Amateur Hour

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Dear Zwift,

If you go and read yesterday’s blog post, you’ll see that I’ve finally accepted that your Virtual World is a great place to cycle. However, not everything is brilliant,  especially from my particular position in Watopia. The prospect of taking part in group rides is frankly too frightening to even consider. It will be some time before I feel comfortable considering a workout. For me, there is the spectre of intimidation to overcome, but that’s not the whole story. Let me start at the beginning.

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I’ve played in a number of MMO’s online over the last 20 years. Online ‘gaming’ has a bit of a reputation, with justification, for being elitist and not really grasping inclusivity. I’ve tried my best to not bring these hangovers to your virtual world, but some of the general chat I see whilst cycling is a reminder that everybody has a way to go before we get welcoming virtual environments. On that front, I keep hoping I’ll see a member of the crowd at the Ride London circuits in a wheelchair, or with some kind of physical disability. Maybe that is something you could consider adding moving forward.

For me, however, the biggest single problem coming into the World of Zwift is my perceived level of knowledge about cycling. I arrived frankly with not a clue, despite my husband having completed Ride London, more than once. FTP remains the equivalent of transforming base metals into gold, for all the real understanding I have of it. There’s a horrible fear of even starting a Group Ride because if I can’t keep up, it will feel like failure. Some of this is my own paranoia and uncertainty, that much is inescapable. However, being a woman and 51 years old, I don’t fit into the ‘average’ cycling demographic in the first place.

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I think there are ways you could improve the experience of welcoming new cyclists. On my 62k ride yesterday, there was plenty of time to think about what would make this whole experience less like an exercise in self-reliance… however, don’t get me wrong, I’m not asking for my hand to be held the entire time, or expecting a bunch of free rewards for just logging in. This isn’t an MMO after all, and I appreciate the amount of work involved. What I’m suggesting is a way to allow solo riders, with no group affiliations, the means to feel as if there could be a way to belong, that does not involve simply vanishing into the anonymity of a massive online cycling group.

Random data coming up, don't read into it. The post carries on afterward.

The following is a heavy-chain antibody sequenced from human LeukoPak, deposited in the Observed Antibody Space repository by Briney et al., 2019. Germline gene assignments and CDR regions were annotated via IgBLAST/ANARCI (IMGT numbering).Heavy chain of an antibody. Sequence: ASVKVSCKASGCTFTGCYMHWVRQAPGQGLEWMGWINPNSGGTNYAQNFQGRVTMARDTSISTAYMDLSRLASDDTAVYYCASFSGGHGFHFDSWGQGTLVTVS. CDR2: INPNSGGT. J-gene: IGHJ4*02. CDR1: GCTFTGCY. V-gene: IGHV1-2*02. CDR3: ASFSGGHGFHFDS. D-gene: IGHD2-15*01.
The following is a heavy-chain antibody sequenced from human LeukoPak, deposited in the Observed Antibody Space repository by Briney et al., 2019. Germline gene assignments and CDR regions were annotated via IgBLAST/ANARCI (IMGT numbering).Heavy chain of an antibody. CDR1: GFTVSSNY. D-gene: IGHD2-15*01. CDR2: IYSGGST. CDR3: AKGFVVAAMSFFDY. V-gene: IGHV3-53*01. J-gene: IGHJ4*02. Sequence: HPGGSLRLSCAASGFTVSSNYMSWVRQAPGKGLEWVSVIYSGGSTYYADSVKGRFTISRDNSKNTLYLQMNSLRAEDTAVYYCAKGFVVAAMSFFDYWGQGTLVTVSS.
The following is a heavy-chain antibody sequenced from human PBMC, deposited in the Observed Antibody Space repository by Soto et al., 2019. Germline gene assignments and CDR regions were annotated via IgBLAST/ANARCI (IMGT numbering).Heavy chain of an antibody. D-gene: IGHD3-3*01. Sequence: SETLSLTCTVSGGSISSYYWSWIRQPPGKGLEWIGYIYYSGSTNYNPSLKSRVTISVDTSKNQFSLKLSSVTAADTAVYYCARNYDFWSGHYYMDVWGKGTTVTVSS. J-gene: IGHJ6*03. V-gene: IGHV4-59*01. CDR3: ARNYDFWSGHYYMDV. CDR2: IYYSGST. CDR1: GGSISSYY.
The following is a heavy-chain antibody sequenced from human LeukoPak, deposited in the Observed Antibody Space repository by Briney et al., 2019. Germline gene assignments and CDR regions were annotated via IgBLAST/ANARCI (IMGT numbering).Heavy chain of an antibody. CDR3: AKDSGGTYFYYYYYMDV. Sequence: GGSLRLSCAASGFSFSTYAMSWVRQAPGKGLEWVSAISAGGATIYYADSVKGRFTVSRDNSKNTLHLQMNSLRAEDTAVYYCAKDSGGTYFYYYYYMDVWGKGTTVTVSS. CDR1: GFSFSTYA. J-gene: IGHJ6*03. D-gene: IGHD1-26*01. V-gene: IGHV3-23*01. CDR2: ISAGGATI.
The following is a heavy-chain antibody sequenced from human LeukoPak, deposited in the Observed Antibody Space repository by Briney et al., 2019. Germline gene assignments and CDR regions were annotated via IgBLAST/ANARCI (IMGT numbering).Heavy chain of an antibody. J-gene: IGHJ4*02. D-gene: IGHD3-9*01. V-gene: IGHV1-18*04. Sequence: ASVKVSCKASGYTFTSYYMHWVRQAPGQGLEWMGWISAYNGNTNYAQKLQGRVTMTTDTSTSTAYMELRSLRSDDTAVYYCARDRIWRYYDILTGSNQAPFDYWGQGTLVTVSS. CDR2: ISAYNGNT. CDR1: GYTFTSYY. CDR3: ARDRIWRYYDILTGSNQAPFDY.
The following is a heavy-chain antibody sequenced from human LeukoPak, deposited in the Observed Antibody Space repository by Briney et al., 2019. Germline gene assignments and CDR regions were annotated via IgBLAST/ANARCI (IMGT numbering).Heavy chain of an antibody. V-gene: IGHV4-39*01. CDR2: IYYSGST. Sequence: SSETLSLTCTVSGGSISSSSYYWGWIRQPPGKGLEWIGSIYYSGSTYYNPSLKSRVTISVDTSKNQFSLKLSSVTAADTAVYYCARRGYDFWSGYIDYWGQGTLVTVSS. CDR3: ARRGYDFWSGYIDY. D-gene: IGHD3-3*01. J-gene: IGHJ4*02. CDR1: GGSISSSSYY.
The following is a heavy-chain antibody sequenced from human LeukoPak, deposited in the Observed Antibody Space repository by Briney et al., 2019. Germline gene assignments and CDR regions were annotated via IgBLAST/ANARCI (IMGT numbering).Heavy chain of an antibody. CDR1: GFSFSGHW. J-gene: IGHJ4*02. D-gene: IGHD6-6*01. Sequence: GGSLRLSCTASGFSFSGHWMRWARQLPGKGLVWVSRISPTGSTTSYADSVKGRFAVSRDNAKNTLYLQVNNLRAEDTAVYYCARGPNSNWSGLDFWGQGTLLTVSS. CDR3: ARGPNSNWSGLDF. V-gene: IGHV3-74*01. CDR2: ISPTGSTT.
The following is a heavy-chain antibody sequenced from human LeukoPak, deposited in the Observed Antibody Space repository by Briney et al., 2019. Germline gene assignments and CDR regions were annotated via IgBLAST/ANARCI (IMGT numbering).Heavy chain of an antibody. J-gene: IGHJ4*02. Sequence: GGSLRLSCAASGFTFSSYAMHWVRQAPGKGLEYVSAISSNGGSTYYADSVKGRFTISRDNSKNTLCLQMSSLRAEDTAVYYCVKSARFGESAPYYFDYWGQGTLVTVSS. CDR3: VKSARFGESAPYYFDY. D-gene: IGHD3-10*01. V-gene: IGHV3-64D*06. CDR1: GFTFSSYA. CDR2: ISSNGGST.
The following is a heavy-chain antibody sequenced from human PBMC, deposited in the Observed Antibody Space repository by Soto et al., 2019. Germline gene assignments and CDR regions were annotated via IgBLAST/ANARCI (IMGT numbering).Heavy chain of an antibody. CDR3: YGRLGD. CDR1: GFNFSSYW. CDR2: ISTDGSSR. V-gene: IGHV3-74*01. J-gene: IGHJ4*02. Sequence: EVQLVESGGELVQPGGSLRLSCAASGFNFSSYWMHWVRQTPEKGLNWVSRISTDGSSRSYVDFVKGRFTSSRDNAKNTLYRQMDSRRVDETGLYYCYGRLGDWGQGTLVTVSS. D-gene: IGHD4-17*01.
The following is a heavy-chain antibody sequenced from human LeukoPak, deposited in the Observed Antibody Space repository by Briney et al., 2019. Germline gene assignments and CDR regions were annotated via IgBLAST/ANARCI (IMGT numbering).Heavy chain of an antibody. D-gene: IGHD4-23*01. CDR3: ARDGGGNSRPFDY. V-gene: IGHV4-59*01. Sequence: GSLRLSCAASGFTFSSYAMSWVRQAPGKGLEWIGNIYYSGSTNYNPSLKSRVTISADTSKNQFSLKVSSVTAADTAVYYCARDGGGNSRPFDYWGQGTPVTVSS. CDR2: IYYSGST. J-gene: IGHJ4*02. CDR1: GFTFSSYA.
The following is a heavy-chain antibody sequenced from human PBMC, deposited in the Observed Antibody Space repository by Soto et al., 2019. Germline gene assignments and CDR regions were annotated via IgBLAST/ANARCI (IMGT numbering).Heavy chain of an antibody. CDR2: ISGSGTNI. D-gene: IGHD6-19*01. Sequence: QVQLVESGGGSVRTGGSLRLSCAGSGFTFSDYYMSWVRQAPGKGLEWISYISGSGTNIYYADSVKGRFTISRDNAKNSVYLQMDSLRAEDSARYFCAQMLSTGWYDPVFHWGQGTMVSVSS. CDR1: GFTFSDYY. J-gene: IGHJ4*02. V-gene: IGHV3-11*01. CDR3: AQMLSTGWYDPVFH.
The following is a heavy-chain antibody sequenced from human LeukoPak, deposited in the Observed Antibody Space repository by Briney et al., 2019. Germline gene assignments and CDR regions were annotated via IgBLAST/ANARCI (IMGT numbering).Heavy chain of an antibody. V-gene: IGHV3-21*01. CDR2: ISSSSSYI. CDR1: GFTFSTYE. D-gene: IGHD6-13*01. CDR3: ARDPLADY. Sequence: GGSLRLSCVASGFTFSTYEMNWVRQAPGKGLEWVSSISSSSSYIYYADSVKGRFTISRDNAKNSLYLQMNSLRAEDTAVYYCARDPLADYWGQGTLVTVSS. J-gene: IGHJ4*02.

Ask an Expert…?

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What would be really useful for someone like me is the means to talk to someone who understands all this stuff: you know, what FTP means, why I need to learn to pace myself, eating and drinking the right things. In my particular case, I’ve been using a Personal Trainer for a couple of years, who’s now a good friend and has helped fill in a lot of gaps in knowledge. She, however, is as lost as to how you can manage to keep cadence at certain levels without your heart rate imploding… so I’d love to be able to have someone in the game to whom I could ask questions, sort of like how GM’s work in MMO’s. Someone could use your stats stored online as the starting point to work out how you might be doing stuff wrong, perhaps in tandem with Strava. Maybe it could be a future part of a Premium Subscription package.

A Better Starting Experience…

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When I started ‘cold’ the entire interface and concept of Zwifting were, I’ll be honest, a bit bewildering. In my MMO there are ‘starting areas’, where characters spend their first couple of hours learning how stuff works, killing low-level mobs and generally interacting with the virtual world around them. I have to say, for those of us with zero cycling sense, this would be really rather useful, and educational. It could also open up the possibility for you to pair up with places like Gyms and Leisure Complexes where you could ‘learn’ to virtually cycle, thus allowing the strength and confidence to go and do the real thing. That’s what got me here, after all. If all else failed, more explanatory dialogues that could be toggled off and on to explain the basics ‘in-game’ would not go amiss.

Better Visual Customisation :D

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I’d love to be able to design my own kit. I’d love to be able to pick separate shirt and shorts. I know you’ve had issues with the avatar looks before, and frankly, I’m not that bothered about physical, but some variation in body types would be lovely, if only for realism. I don’t mind admitting I still have some pounds to shift, and I’m never going to look as good as Victoria Pendleton. Of course, all that matters is doing the miles, but maybe it would be an idea to allow me a bit more of a say in making the little person who is me a better actual representation of what I am.


These aren’t criticisms, simply suggestions. My body shape changes, improvement in strength and stamina plus a real enjoyment of being on a bike really have come as a result of using Zwift. This is the happiest I have ever been about my body, and without your training programme, it would not have happened. I just find myself wondering how many other people you might be able to attract, especially with the launch of your running programme, if you made the entry into it a bit easier and more palatable for those people who are not a) natural athletes and b) as tech savvy as others.

Thank you for changing my life, and I look forward to watching how Watopia changes and evolves in the years to come.